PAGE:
The news cycle is loud, but we need to hear those who can’t shout
Few major Hollywood offerings focus on life in the suburbs, and when they do, the picture they paint is hardly pretty. Audiences who reside in the family-friendly communities that border metropolitan areas routinely see their lives portrayed as rife with violence, depression, sexual betrayal, and lots and lots of quiet desperation. What they rarely witness on film are the encouragement, pettiness, insecurity, deep love, and profound commitment that are more common features of middle-class American marriage.
When the screenplay for the best-selling memoir Marley and Me landed in director Dave Frankel's lap, he, along with stars Jennifer Aniston and Owen Wilson, saw a chance to change that. "We were all excited about the opportunity to be a part of a film that actually shows a happy couple," says Frankel. Aniston adds that the film offers husbands and wives something they rarely see-a romantic comedy about married people. "I really wanted to be in this movie because for once it wasn't the girl trying to get the guy or the guy trying to get the girl and you end the movie when they ride off into the sunset," she says. "It's the sequel to that. And it's funny because real life is funny."
While not quite on par with It's a Wonderful Life, Marley and Me reflects a similar heart. After moving with his wife Jenny (Aniston) to Florida, John Grogan (Wilson) is initially thrilled to land a job as a reporter at the South Florida Sun-Sentinel. However, when a colleague's departure has John filling in as a columnist, he finds he has a knack for it despite how little it jives with his vision of himself as serious journalist. Jenny's desire to start a family doesn't exactly square with his ambitions either, so to stay her maternal instincts a bit longer, John surprises her with a Labrador puppy named Marley. A puppy that, as we soon find out, is a serious contender for "world's worst dog."
Though no dog lover will fail to identify the alternately destructive and adorable Marley with his own mutt, at its core, Marley and Me is about human choices and the sacrifices and payoffs that come as a result of those choices. John can't help but miss the ego gratification his playboy best friend Sebastian (Eric Dane) gets from winning the attentions of countless attractive women.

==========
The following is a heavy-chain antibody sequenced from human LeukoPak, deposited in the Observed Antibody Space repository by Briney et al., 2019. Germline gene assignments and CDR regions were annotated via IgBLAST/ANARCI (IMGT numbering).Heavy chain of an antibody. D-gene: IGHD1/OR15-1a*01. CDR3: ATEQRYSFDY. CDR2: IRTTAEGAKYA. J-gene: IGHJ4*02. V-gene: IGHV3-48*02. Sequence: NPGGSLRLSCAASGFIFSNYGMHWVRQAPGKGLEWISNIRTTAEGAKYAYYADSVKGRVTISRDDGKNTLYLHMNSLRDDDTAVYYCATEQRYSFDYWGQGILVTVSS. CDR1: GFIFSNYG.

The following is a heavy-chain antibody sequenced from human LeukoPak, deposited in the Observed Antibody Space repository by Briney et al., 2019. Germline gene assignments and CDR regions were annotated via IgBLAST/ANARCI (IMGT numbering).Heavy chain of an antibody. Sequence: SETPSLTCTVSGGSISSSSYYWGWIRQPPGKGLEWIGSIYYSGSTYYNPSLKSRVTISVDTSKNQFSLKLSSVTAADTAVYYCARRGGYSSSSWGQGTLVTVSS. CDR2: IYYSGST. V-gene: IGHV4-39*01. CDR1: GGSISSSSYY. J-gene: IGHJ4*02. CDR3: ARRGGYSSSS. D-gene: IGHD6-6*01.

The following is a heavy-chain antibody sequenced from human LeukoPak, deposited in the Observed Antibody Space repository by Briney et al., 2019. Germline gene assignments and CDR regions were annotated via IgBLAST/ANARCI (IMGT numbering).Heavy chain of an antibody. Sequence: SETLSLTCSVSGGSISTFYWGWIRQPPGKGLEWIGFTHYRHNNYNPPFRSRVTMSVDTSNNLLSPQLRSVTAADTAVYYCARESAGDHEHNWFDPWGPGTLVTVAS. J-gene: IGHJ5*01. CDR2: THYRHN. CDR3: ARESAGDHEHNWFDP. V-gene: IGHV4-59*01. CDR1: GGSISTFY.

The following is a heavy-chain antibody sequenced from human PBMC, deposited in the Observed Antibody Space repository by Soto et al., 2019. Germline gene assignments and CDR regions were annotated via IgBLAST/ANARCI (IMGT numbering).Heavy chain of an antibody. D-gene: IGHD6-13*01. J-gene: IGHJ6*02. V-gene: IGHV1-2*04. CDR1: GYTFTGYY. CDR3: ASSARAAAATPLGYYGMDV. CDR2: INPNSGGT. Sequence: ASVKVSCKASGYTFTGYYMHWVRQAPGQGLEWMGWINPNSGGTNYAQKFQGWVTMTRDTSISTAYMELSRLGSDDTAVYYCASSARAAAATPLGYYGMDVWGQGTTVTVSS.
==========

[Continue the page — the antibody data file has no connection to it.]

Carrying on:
Even more important to John, he can't help but recognize the career sacrifices he has to make, knowing that the steady hours of a columnist are much more conducive to raising a family than the dangerous, globe-trotting work of high-level reporting. Rather than a wingless angel, John has a disobedient dog showing him that the life he occasionally envies doesn't offer the same benefits his own does. "At the end of the day," notes Wilson of the two characters, "Sebastian is lonely, and there's a powerful realization for John that he's made the right choices, and that there's nothing as strong as the love for, and of, your family."
But while the film manages to avoid painting suburban life as awash with misery, it doesn't avoid the tough stuff. Aniston in particular offers women a character to relate to-a wife and mother who is dedicated to giving her best to her family yet still mourns the professional opportunities she has had to pass on. John and Jenny experience disappointment and at times harbor resentment toward one another.
But, as the script makes explicit, leaving is never on the table. They push through it together until new joy and new blessings bond them together once again. Some of the sweetest (and funniest) scenes in the film are those that likely earned it a PG rating for suggestive content and language. While the material is in no way objectionable, it's nice to see at least one director who recognizes that husbands and wives not only enjoy sex, but enjoy it more than swinging bachelor types like Sebastian who have no real connection with their lovers. In Marley and Me, as in life, both romance and laughs persist years after the wedding day.